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Friday, Jan 22, 2010County: Iron
Disposition: Not Charged
Person of Interest: Garn Page
Parowan City Attorney Justin Wayment said Thursday he is working to change a city ordinance that allows the killing of a dog under certain circumstances, taking action on the issue after two dogs were shot and killed last week in a Parowan neighborhood.
Ordinance 1-5-6 reads: in part, "It shall be unlawful for the owner or person having charge, care, custody or control of any dog to allow such dog to attack, chase or worry any person, any domestic animal having a commercial value, or any species of hoofed protected wildlife, or to attack domestic fowl." Wayment and Mayor Don Landes told the room full of Parowan residents that all ordinances within the city dealing with animal rights and gun rights should be viewed with common sense.
"This will be a balancing act," Wayment said, noting that he has to rewrite the ordinance so that it preserves livestock and also ensures resident safety.
Kerry Jenson, Natalie Jenson and Lance Stubbs were on the agenda to discuss the issue.
Kerry Jenson read Ordinance 16-1-3 that states, "A person is guilty of an infraction if he willfully and recklessly throws or propels any device, or weapon, any rock, stone, stock, B-B pellet, or other missile, or to use any flipper, sling, air rifle, bow and arrow, or similar device within the City limits or within 300 feet of any building or structure within the City limits, except by permission of the Police Department."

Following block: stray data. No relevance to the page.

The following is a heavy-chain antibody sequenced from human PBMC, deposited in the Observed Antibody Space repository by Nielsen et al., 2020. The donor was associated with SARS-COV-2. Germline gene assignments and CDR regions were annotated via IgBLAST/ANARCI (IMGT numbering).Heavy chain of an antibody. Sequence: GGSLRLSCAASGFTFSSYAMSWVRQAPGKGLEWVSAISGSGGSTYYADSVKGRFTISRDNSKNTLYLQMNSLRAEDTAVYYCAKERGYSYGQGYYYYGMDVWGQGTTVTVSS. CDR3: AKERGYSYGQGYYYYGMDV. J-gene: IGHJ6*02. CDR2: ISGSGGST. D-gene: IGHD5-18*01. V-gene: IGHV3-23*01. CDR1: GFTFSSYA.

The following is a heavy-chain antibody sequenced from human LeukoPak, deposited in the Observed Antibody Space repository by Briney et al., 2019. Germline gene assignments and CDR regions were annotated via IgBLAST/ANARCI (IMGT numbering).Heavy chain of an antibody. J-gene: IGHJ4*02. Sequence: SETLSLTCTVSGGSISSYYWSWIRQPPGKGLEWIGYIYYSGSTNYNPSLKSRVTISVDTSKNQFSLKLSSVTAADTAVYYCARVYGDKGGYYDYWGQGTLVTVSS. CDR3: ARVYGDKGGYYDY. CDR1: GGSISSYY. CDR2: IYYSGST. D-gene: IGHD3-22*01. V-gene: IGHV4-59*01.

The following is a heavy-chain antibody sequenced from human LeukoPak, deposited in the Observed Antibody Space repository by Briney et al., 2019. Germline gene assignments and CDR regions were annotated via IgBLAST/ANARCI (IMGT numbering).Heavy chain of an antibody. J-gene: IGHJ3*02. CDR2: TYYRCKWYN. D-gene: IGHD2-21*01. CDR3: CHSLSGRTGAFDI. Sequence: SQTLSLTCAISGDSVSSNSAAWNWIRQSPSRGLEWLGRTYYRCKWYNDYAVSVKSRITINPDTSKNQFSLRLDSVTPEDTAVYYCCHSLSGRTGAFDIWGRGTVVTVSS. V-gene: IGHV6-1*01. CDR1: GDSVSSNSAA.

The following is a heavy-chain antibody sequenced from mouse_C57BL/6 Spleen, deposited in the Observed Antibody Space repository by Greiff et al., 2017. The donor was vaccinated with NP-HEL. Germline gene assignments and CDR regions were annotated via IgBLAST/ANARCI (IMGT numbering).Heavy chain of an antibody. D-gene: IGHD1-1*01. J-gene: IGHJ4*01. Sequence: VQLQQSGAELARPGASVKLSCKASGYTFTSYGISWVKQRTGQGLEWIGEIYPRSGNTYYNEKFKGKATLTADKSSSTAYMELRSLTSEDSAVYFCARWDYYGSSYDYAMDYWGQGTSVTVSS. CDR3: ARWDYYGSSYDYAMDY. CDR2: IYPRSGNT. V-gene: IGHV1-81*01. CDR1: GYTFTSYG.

Jenson noted that this ordinance should be used in the same capacity when dealing with animals that attack, but this interpretation was not used when Garn Page allegedly shot Jenson's dog.
Resident Rose Page, whose husband allegedly shot and killed dogs belonging to Jenson and Stubbs, said she was the only witness to those same dogs chasing after lambs in her backyard.
The dog owners said they have witnesses who disagree with her statements and their dogs were wrongfully shot.
The dog owners added that their bigger concern is if Page continues to shoot at animals, a person may accidentally get shot because of close proximity among neighbors, or because of stray bullets.
Parowan Police Chief Preston Griffiths wrote neither party citations, and said he used his officer's discretion to justify the actions of Page.
"I do also have problems with discharging of firearms in city limits, but the owner of the sheep doesn't know the dog's intentions, and if the dogs would have been properly restrained this wouldn't have happened," Griffiths said.
Wayment said he understands both sides of the issue, and plans to rewrite the ordinance so that the livestock owner must call the police and wait for their arrival before taking drastic action against a dog.
Wayment added he expects the change will take one to two months.
The shootings of the dogs remains under investigation by authorities.
- The Spectrum News - January 29, 2010
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